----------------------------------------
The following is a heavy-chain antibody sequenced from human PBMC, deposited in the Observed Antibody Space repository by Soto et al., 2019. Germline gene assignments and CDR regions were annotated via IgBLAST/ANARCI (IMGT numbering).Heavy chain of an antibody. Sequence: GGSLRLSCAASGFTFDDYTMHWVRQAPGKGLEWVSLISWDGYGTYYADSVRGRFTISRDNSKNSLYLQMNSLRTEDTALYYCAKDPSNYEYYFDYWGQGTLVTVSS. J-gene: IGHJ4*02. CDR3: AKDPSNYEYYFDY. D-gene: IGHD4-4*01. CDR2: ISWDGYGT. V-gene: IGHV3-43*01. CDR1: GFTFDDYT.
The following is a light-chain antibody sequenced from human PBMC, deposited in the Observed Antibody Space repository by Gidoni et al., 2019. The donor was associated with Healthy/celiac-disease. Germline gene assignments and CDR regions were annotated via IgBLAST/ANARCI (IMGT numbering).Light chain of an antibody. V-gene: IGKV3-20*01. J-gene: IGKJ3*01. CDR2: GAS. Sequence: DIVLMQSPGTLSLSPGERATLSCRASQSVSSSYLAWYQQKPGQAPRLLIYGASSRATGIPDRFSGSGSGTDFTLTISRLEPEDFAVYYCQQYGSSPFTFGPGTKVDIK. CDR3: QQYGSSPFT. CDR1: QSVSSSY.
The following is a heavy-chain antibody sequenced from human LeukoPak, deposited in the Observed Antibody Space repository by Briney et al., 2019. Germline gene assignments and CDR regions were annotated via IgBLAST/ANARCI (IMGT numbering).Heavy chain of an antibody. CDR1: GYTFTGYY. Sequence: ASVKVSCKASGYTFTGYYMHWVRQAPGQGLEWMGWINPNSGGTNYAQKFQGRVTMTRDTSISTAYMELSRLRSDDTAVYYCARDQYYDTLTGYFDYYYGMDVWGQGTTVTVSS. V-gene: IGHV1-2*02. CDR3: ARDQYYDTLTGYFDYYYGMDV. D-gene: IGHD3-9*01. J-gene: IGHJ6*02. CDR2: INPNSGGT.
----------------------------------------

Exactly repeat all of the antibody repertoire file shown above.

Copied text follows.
The following is a heavy-chain antibody sequenced from human PBMC, deposited in the Observed Antibody Space repository by Soto et al., 2019. Germline gene assignments and CDR regions were annotated via IgBLAST/ANARCI (IMGT numbering).Heavy chain of an antibody. Sequence: GGSLRLSCAASGFTFDDYTMHWVRQAPGKGLEWVSLISWDGYGTYYADSVRGRFTISRDNSKNSLYLQMNSLRTEDTALYYCAKDPSNYEYYFDYWGQGTLVTVSS. J-gene: IGHJ4*02. CDR3: AKDPSNYEYYFDY. D-gene: IGHD4-4*01. CDR2: ISWDGYGT. V-gene: IGHV3-43*01. CDR1: GFTFDDYT.
The following is a light-chain antibody sequenced from human PBMC, deposited in the Observed Antibody Space repository by Gidoni et al., 2019. The donor was associated with Healthy/celiac-disease. Germline gene assignments and CDR regions were annotated via IgBLAST/ANARCI (IMGT numbering).Light chain of an antibody. V-gene: IGKV3-20*01. J-gene: IGKJ3*01. CDR2: GAS. Sequence: DIVLMQSPGTLSLSPGERATLSCRASQSVSSSYLAWYQQKPGQAPRLLIYGASSRATGIPDRFSGSGSGTDFTLTISRLEPEDFAVYYCQQYGSSPFTFGPGTKVDIK. CDR3: QQYGSSPFT. CDR1: QSVSSSY.
The following is a heavy-chain antibody sequenced from human LeukoPak, deposited in the Observed Antibody Space repository by Briney et al., 2019. Germline gene assignments and CDR regions were annotated via IgBLAST/ANARCI (IMGT numbering).Heavy chain of an antibody. CDR1: GYTFTGYY. Sequence: ASVKVSCKASGYTFTGYYMHWVRQAPGQGLEWMGWINPNSGGTNYAQKFQGRVTMTRDTSISTAYMELSRLRSDDTAVYYCARDQYYDTLTGYFDYYYGMDVWGQGTTVTVSS. V-gene: IGHV1-2*02. CDR3: ARDQYYDTLTGYFDYYYGMDV. D-gene: IGHD3-9*01. J-gene: IGHJ6*02. CDR2: INPNSGGT.